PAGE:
Friday, January 24, 2014
6 soup recipes for chilly weather
Or, rather, five soups and a bonus curry.
The inherent comfort that a hot bowl of soup brings to the table – both in a literal and figurative sense – can be an unparalleled bit of relief when the cold chooses to make its bitter presence known. Hot, hearty and restorative, there’s something in particular about the combination of broth and bites that no hot sandwich, no simple cup of coffee and no other style of meal can replicate.
The cold has come. We choose to stand and fight it with these five soups (and a bonus curry) from chefs and restaurants around Dallas. We’re taking a page from the pros to keep warm. We recommend you save the recipes and do the same.
The French Onion Soup from Lavendou – Recipe
Pascal Cayet certainly reaps some benefits from owning one of the area’s more esteemed French restaurants – his inviting and convivial personality fits the job like a glove as he meanders from table to table greeting guests old and new with equal enthusiasm. And of course there’s the rich and luxurious desserts that Lavendou has to offer, and the wine list has plenty of good French options to enjoy.
But there’s a little bowl – a peasant dish that Cayet prefers to any other of its kind, even in his native France. It’s his French Onion Soup, and it’s a simple dish of onions, chicken stock, cheese and some seasonings that combine to make one of the world’s classic comfort foods. Rich with a deep and complex taste, Cayet’s recipe is one for all occasions, whether it’s a formal meal meant to impress guests or one meant merely to impress your own tastebuds. And we’ll happily add that two of these soups – the Mushroom and Everleigh’s Vegetable – will be represented at this year’s Soup’s On! event benefiting the Stewpot Alliance.
Belly & Trumpet’s Caldo Verde (Chef Brian Zenner) – Recipe
While its origins and ingredients may be humble, it’s their assembly together and the deep, righ flavors they create that ultimately make Caldo Verde such a special dish. And when you’ve got the recipe that Chef Brian Zenner uses at Belly and Trumpet, you can be confident that from the first sip to the last, this comforting, classic soup is going to be a truly enjoyable experience.
The Grape’s Mushroom Soup – Recipe
At The Grape Restaurant on Lower Greenville, the Mushroom soup has become an icon. Hot, hearty and comforting, the dish has been a staple at The Grape for more than three decades, and is still made according to the original recipe.
“Every single new chef that has come into the Grape has been compelled to ‘fine tune’ the recipe,” says The Grape’s chef/owner Brian Luscher. “But like the siren’s song leading captains and their ships to certain demise, our guests let the chef’s know, ‘There’s something wrong with the soup! The soup isn’t the same.’ Even though the new formulation is very good, maybe even ‘better,’ it’s just not the same. They always return to the original recipe.”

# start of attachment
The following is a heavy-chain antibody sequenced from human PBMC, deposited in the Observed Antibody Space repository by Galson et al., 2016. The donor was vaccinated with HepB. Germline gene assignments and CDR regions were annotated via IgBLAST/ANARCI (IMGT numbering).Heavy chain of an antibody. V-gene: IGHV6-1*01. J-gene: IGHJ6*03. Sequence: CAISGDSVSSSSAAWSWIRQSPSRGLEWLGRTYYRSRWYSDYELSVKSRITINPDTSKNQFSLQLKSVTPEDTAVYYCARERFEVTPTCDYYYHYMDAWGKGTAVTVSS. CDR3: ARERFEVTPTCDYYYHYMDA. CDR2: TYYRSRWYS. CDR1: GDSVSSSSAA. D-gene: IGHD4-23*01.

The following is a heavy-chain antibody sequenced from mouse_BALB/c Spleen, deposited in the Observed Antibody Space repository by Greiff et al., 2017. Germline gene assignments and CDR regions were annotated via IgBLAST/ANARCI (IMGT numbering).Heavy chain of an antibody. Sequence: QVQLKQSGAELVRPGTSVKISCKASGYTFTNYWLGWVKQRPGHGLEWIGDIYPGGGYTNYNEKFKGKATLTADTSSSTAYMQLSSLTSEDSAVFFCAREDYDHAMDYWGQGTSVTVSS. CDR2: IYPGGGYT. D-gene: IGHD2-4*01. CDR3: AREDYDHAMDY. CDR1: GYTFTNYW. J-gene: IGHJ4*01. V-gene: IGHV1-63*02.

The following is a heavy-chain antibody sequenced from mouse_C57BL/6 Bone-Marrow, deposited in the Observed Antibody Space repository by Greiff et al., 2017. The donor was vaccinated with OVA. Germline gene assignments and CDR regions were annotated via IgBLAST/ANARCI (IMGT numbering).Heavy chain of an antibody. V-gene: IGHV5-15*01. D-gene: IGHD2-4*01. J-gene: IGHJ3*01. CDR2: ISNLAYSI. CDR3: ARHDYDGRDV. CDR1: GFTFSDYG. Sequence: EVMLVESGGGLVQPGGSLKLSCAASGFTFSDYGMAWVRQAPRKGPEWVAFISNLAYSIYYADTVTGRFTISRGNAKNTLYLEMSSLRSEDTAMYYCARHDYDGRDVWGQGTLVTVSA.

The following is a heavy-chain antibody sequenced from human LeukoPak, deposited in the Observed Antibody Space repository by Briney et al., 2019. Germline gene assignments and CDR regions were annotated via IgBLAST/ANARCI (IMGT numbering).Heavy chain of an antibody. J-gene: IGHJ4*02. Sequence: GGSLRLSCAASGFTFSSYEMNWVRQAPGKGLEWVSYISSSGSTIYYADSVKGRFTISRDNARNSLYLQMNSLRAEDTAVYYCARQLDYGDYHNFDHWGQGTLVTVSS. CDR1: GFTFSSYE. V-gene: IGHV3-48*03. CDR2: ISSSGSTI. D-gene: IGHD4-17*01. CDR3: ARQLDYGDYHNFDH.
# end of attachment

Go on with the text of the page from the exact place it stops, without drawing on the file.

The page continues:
Luscher estimates that a cup of this soup sold for $0.35 when it was first introduced. Today, it’s a little bit more, but with this recipe you can feel free to stock up at home – as Luscher observes, this freezes well, so making enough for 16 servings is simply good planning.
Smoked Sausage Gumbo from Lockhart Smokehouse’s Will Fleischman – Recipe
It’s no surprise that Will Fleischman knows smoked meats – after all, the bearded barbecue maestro does serve as pitmaster of Lockhart Smokehouse in Bishop Arts. Neither should it come as a shock that he has learned how to incorporate those barbecued meats into dishes of different design; smoked brisket potato salad has been a staple of the Lockhart menu, while various hot sides (brisket hominy, anyone?) also make regular appearances.
But gumbo? Absolutely. When we saw a photo of what Fleischman could conjure with a little roux, shrimp, okra and smoked sausage (along with some other key ingredients) we begged the recipe from him. What we got is a new go-to gumbo recipe, and with Lockhart’s smoked sausage from Kreuz Market, this traditional Louisiana dish gets a Texas flavor all its own.
Thai Green Curry from Bambu – Recipe
“Thai curries are a more focused on the hotness – the peppers – than Indian curries, which have a lot of spices like cumin, a lot of tumeric and coriander. So the Thai curry is a little more subtle with the spices, but it’s got more of the peppers’ heat,” says Nan. And Thai curries have a different texture, as well – they’re more liquid, whereas Indian curries are often very thick.”
The Thai Green Curry at Bambu does have curry paste incorporated, and Nan recommends buying the paste pre-made at an Asian grocery store – either Mae Sri or Mae Ploy brand – as fresh kaffir limes are extremely difficult to find (Nanthapak has a kaffir lime tree in her backyard that she uses). With the curry premade, the dish is in fact quite easy to make, and eating it a rewarding venture into Bambu’s Esan-regional Thai cuisine.
Everleigh’s Vegetable Soup from Cafe Pacific’s Chad Kelly – Recipe
Chad Kelly is no stranger to the discerning palate. As Chef of Cafe Pacific in Highland Park Village, he is accustomed to serving customers whose expectations are set to the high level that the restaurant’s reputation commands. But it is an even more estimable audience that approved the soup he will be serving at this year’s Soup’s On! That soup was approved by a particularly picky palate, indeed.
“One day I took some of this soup home to my one-year-old daughter, mixed in some rice and she absolutely loved it,” he says with a smile. “Now I make this hearty version for her at least once a week.”
Kelly’s take on vegetable soup – named after his daughter, of course – is a warm and heartening version that is not only accessible to the home cook, but versatile as well.
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